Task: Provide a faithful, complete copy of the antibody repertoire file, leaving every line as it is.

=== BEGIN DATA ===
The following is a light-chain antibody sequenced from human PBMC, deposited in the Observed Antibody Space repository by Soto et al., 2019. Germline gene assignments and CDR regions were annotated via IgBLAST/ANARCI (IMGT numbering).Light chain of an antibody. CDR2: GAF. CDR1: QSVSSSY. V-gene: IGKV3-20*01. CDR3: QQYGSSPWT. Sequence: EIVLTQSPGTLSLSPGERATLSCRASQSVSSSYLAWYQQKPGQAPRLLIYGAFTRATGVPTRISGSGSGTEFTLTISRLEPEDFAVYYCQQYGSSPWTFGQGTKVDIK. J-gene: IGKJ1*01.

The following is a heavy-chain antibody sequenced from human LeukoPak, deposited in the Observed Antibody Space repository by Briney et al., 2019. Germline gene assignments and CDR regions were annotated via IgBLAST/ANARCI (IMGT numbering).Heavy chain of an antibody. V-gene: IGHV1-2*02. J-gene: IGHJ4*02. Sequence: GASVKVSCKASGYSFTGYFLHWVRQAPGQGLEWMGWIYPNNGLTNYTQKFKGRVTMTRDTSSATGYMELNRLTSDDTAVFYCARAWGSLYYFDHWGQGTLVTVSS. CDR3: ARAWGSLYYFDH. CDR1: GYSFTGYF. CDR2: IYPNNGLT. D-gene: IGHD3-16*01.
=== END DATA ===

The following is a light-chain antibody sequenced from human PBMC, deposited in the Observed Antibody Space repository by Soto et al., 2019. Germline gene assignments and CDR regions were annotated via IgBLAST/ANARCI (IMGT numbering).Light chain of an antibody. CDR2: GAF. CDR1: QSVSSSY. V-gene: IGKV3-20*01. CDR3: QQYGSSPWT. Sequence: EIVLTQSPGTLSLSPGERATLSCRASQSVSSSYLAWYQQKPGQAPRLLIYGAFTRATGVPTRISGSGSGTEFTLTISRLEPEDFAVYYCQQYGSSPWTFGQGTKVDIK. J-gene: IGKJ1*01.

The following is a heavy-chain antibody sequenced from human LeukoPak, deposited in the Observed Antibody Space repository by Briney et al., 2019. Germline gene assignments and CDR regions were annotated via IgBLAST/ANARCI (IMGT numbering).Heavy chain of an antibody. V-gene: IGHV1-2*02. J-gene: IGHJ4*02. Sequence: GASVKVSCKASGYSFTGYFLHWVRQAPGQGLEWMGWIYPNNGLTNYTQKFKGRVTMTRDTSSATGYMELNRLTSDDTAVFYCARAWGSLYYFDHWGQGTLVTVSS. CDR3: ARAWGSLYYFDH. CDR1: GYSFTGYF. CDR2: IYPNNGLT. D-gene: IGHD3-16*01.